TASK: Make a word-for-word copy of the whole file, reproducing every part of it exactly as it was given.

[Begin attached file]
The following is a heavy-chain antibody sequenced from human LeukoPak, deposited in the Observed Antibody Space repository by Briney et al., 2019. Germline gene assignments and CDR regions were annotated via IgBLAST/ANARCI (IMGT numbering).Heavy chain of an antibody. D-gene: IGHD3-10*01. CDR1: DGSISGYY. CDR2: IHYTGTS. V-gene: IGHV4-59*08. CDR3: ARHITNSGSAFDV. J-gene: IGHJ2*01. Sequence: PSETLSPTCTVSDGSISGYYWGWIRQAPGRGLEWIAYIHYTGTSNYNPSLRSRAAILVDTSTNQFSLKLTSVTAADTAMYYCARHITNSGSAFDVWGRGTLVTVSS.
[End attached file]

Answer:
The following is a heavy-chain antibody sequenced from human LeukoPak, deposited in the Observed Antibody Space repository by Briney et al., 2019. Germline gene assignments and CDR regions were annotated via IgBLAST/ANARCI (IMGT numbering).Heavy chain of an antibody. D-gene: IGHD3-10*01. CDR1: DGSISGYY. CDR2: IHYTGTS. V-gene: IGHV4-59*08. CDR3: ARHITNSGSAFDV. J-gene: IGHJ2*01. Sequence: PSETLSPTCTVSDGSISGYYWGWIRQAPGRGLEWIAYIHYTGTSNYNPSLRSRAAILVDTSTNQFSLKLTSVTAADTAMYYCARHITNSGSAFDVWGRGTLVTVSS.